For example, if the student wanted to document how to find the Select all command in Microsoft Word's ribbon, the student first would have to write the name of the command in the Command name section of the cheat sheet, and then would have written the Tab name which she/he should point the mouse pointer to in the Tab section of the sheet, along with circling the mouse event (L for left mouse button click), the student then would have written the Group name that he/she needed to identify on the ribbon in the Group section ( i.e. Editing Group in this example) of the sheet, from this point forward the student would document the actions required to find the Select All command on the ribbon in sequential steps, for example
The students were also encouraged to draw the shape of the button that is required to be clicked by the left hand side mouse button inside step boxes to show them a visual support in finding the appropriate commands.
Students then would have written short passages in the Notes section of the cheat sheet about the purpose of the commands that they will use, along with any extra comments or tips that they might have picked up on the way.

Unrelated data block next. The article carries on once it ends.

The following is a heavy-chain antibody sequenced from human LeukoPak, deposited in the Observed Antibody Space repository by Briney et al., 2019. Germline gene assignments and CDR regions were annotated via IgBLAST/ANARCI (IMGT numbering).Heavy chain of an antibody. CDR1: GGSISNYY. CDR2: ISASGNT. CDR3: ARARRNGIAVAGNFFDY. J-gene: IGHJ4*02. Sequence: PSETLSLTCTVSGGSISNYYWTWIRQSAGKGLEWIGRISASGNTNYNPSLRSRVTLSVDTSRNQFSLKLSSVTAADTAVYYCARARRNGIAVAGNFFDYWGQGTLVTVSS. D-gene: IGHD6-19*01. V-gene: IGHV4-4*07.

Using the cheat sheet proved popular with our students, especially among the students with disability and Senior Citizens. For younger students the cheat sheet was a short term support tool to kick start their learning with the ribbon oriented interface of Microsoft Office.
On their appraisal forms all the students who used the cheat sheet rated the support material tools as good (2) or excellent (1) on a scale of 1 to 6
Some student wrote extra comments about the tools in their appraisal forms. For example one student described the cheat sheet as "a very useful tool for referencing" and another student described the cheat sheet as "nice and easy". This feedback from the students along with their degree of success in completing their computing modules indicated that the cheat sheet is effectively enhancing their learning.